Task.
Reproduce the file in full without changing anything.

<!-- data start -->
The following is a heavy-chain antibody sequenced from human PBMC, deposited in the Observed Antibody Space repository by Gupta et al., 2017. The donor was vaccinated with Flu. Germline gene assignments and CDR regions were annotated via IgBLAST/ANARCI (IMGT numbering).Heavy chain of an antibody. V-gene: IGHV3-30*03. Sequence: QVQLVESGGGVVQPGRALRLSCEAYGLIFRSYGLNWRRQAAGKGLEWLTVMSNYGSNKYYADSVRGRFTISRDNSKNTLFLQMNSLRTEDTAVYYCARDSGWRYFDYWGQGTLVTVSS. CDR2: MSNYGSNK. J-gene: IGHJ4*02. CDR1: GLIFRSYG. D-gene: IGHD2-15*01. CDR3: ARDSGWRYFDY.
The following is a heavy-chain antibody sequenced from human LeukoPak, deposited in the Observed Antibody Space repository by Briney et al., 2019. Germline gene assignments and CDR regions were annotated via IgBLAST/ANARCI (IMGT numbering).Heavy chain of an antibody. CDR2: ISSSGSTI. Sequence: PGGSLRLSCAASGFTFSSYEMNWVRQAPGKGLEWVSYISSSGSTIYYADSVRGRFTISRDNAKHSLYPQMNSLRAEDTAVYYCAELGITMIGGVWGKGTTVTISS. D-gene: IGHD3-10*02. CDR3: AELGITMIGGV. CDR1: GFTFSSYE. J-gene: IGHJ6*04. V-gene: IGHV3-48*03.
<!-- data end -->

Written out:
The following is a heavy-chain antibody sequenced from human PBMC, deposited in the Observed Antibody Space repository by Gupta et al., 2017. The donor was vaccinated with Flu. Germline gene assignments and CDR regions were annotated via IgBLAST/ANARCI (IMGT numbering).Heavy chain of an antibody. V-gene: IGHV3-30*03. Sequence: QVQLVESGGGVVQPGRALRLSCEAYGLIFRSYGLNWRRQAAGKGLEWLTVMSNYGSNKYYADSVRGRFTISRDNSKNTLFLQMNSLRTEDTAVYYCARDSGWRYFDYWGQGTLVTVSS. CDR2: MSNYGSNK. J-gene: IGHJ4*02. CDR1: GLIFRSYG. D-gene: IGHD2-15*01. CDR3: ARDSGWRYFDY.
The following is a heavy-chain antibody sequenced from human LeukoPak, deposited in the Observed Antibody Space repository by Briney et al., 2019. Germline gene assignments and CDR regions were annotated via IgBLAST/ANARCI (IMGT numbering).Heavy chain of an antibody. CDR2: ISSSGSTI. Sequence: PGGSLRLSCAASGFTFSSYEMNWVRQAPGKGLEWVSYISSSGSTIYYADSVRGRFTISRDNAKHSLYPQMNSLRAEDTAVYYCAELGITMIGGVWGKGTTVTISS. D-gene: IGHD3-10*02. CDR3: AELGITMIGGV. CDR1: GFTFSSYE. J-gene: IGHJ6*04. V-gene: IGHV3-48*03.